• Pharmacology
  • Allergy, Immunology, and ENT
  • Cardiology
  • Emergency Medicine
  • Endocrinology
  • Adolescent Medicine
  • Gastroenterology
  • Infectious Diseases
  • Neurology
  • OB/GYN
  • Practice Improvement
  • Gynecology
  • Respiratory
  • Dermatology
  • Mental, Behavioral and Development Health
  • Oncology
  • Rheumatology
  • Sexual Health
  • Pain

FDA approves givinostat for Duchenne muscular dystrophy in patients 6 years and up

News
Article

The decision makes givinostat the first nonsteroidal drug approved to treat patients with all genetic variants of DMD.

FDA approves givinostat for Duchenne Muscular Dystrophy in patients 6 years and up | Image Credit: © Calin - © Calin - stock.adobe.com.

FDA approves givinostat for Duchenne Muscular Dystrophy in patients 6 years and up | Image Credit: © Calin - © Calin - stock.adobe.com.

Givinostat (Duvyzat; Italfarmaco S.p.A.) oral medication has been approved by the FDA to treat Duchenne muscular dystrophy (DMD) in patients aged 6 years and older, the federal agency announced in a press release.1

The move by the FDA makes givinostat, a histone deacetylase (HDAC) inhibitor that targets the pathogenic process, the first nonsteroidal drug approved to treat patients with all genetic variants of DMD.1

A rare neurological disorder that causes progressive muscle weakness because of a lack of dystrophin, DMD is the most common childhood form of muscular dystrophy and typically affects males. Over the years, according to the FDA, life expectancy for individuals with DMD has increased, with some patients surviving beyond 30 years of age.1

"DMD denies the opportunity for a healthy life to the children it affects. The FDA is committed to advancing the development of new therapies for DMD," said Emily Freilich, MD, director, Devision of Neurology 1, Center for Drug Evaluation and Research, FDA. "This approval provides another treatment option to help reduce the burden of this progressive, devastating disease for individuals impacted by DMD regardless of genetic mutation.”1

Efficacy for givinostat was evaluated in a randomized, double-blind, placebo-controlled, 18-month phase 3 trial titled EPIDYS (NCT02851797). There were 179 boys aged 6 years and older in the trial, for which the primary endpoint was functional improvement via mean change from baseline in time to climb 4 stairs.1,2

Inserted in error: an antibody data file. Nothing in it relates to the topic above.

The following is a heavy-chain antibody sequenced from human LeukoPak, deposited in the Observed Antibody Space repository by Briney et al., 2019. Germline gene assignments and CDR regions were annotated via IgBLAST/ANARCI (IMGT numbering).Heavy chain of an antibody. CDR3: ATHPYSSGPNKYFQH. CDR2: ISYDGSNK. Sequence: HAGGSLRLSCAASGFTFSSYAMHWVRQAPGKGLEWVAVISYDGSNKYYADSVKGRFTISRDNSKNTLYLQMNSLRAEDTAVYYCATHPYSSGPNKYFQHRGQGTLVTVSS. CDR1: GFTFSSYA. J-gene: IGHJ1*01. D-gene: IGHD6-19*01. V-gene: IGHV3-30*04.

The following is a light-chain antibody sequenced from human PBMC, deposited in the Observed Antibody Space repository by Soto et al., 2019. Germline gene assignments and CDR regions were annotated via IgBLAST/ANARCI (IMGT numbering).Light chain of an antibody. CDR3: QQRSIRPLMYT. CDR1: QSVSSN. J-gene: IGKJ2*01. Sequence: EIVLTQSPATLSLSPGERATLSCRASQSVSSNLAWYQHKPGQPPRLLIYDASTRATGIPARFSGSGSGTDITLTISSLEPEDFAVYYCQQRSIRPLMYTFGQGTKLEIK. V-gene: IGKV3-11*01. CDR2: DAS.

All participants received a standard of care steroid regimen throughout the study. After 18 months, individuals treated with givinostat showed statistically significant less decline in the time it took to climb 4 stairs compared to placebo.1

For patients who received givinostat, the mean change from baseline to month 18 in time to climb the stairs was 1.25 seconds compared to 3.03 seconds for patients that received placebo.1

Change from baseline to month 18 in physical function, assessed by the North Star Ambulatory Assessment (NSAA), was a secondary outcome. The scale is used to rate motor function in boys with DMD who are able to walk.1

Those treated with givinostat "saw less worsening in their NSAA score after 18 months," compared to patients who received placebo, stated the FDA.1

Prescribing information for givinostat includes warnings "which state that health care providers should evaluate the patient’s platelet counts and triglycerides before prescribing [givinostat]. Patients with a platelet count less than 150 x 109/L should not take [givinostat]," the FDA included in the press release.1

For moderate or severe diarrhea, dosing modifications may be needed. Givinostat could also cause QTc prolongation. Patients taking certain medications that also cause QTc prolongation, or those that have certain types of heart disease, should avoid taking givinostat.1

Givinostat should be administered orally twice daily with food, and recommended dosage is determined by the individual's body weight.1

Diarrhea, abdominal pain, a decrease in platelets, nausea/vomiting, increase in triglycerides, and fever are of the most common side effects of givinostat.1

References:

1. FDA approves nonsteroidal treatment for Duchenne muscular dystrophy. FDA. Press release. March 21, 2024. Accessed March 22, 2024. https://www.fda.gov/news-events/press-announcements/fda-approves-nonsteroidal-treatment-duchenne-muscular-dystrophy?utm_medium=email&utm_source=govdelivery

2. Fitch J. FDA accepts NDA for givinostat to treat Duchenne muscular dystrophy. Contemporary Pediatrics. June 29, 2023. Accessed March 22, 2024. https://www.contemporarypediatrics.com/view/fda-accepts-nda-for-givinostat-to-treat-duchenne-muscular-dystrophy

Related Videos
William Gallentine, DO
Rupa Wong, MD | Image Credit: Rupa Wong, MD
Rob Knight, PhD | Image Credit: Contemporary Pediatrics®
Tina Tan, MD, FAAP, FIDSA, FPIDS, editor in chief, Contemporary Pediatrics, professor of pediatrics, Feinberg School of Medicine, Northwestern University, pediatric infectious diseases attending, Ann & Robert H. Lurie Children's Hospital of Chicago
Image credit: Kyle Dykes
John Bradley, MD
FDA approves B-VEC to treat dystrophic epidermolysis bullosa patients 6 months and older | Image Credit: bankrx - Image Credit: bankrx - stock.adobe.com.
© 2024 MJH Life Sciences

All rights reserved.